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Has anyone considered or tried replacing the 12v Battery with a 12v Ultracapacitor? Maxwell makes a version for trucks to assist in cold weather starting scenarios. It seems to me that it would be a fantastic option for EV's. They weigh 1/3 or less than the standard lead/acid battery, provide the same or better cold cranking amps, and last longer. They can also recharge in 15min or less. It seems like it would be a win/win arrangement.
I did some digging. It's apparently NOT a drop-in replacement for a 12v. There's installation involved. And the installed price is $1400. I have a tough time imagining what kind of advantages I'd see that are worth more than five times the price. At least not in car that isn't burning up a battery a year because it's starting an ICE 100 times a day.
 

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Discussion Starter #11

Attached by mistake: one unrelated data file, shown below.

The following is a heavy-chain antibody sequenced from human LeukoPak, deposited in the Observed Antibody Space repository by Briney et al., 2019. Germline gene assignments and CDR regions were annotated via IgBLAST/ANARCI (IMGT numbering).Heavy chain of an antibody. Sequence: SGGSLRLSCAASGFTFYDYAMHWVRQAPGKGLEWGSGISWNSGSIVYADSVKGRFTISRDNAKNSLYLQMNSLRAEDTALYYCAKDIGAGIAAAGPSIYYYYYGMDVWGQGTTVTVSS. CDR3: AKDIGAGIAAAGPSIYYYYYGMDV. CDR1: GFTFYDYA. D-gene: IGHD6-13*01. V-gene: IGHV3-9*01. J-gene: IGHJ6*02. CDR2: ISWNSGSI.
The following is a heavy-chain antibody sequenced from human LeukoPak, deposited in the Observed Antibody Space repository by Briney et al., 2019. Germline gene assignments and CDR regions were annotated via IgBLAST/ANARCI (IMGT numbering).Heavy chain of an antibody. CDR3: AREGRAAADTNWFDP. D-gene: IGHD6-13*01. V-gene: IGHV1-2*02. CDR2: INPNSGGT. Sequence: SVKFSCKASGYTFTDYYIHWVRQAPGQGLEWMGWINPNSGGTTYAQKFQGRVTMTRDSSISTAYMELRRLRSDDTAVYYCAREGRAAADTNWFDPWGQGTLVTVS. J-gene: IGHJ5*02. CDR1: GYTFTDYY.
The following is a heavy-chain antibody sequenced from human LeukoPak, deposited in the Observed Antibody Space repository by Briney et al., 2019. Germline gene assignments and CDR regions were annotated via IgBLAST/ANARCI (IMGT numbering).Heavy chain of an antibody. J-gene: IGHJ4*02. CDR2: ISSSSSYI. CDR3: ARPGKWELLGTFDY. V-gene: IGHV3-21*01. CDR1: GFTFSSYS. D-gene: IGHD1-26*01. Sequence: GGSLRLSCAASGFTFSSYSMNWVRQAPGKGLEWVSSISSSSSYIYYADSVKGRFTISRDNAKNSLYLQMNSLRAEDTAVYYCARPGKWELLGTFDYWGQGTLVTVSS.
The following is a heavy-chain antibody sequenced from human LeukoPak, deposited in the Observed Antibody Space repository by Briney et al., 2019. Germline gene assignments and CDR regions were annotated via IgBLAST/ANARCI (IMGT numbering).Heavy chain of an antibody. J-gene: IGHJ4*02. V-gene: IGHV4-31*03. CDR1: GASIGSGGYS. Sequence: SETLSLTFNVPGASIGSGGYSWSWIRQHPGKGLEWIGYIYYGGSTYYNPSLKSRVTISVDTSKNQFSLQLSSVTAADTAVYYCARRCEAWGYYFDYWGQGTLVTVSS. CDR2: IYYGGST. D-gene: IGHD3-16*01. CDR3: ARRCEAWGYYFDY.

The item I linked to wouldn't work in the Volt. It would need to be something smaller.


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I had a long talk with Tony Williams last year at the Cupertino Drive Electric event. He had been experimenting at one point with a "drop-in" Lithium 12v battery. The one he was using was the Valence U1-12RT: https://www.valence.com/products/standard-modules/rt-modules/ It is a Li iron phosphate battery, and has a built-in management system to ensure proper charging and such. There was a guy with a RAV4 EV parked next to Tonys booth that had one. He mentioned some issues with it, but I don't recall what they were. (Perhaps the same as mentioned here: http://www.myrav4ev.com/forum/viewtopic.php?f=9&t=1617)
 

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Discussion Starter #14
I had a long talk with Tony Williams last year at the Cupertino Drive Electric event. He had been experimenting at one point with a "drop-in" Lithium 12v battery. The one he was using was the Valence U1-12RT: https://www.valence.com/products/standard-modules/rt-modules/ It is a Li iron phosphate battery, and has a built-in management system to ensure proper charging and such. There was a guy with a RAV4 EV parked next to Tonys booth that had one. He mentioned some issues with it, but I don't recall what they were. (Perhaps the same as mentioned here: http://www.myrav4ev.com/forum/viewtopic.php?f=9&t=1617)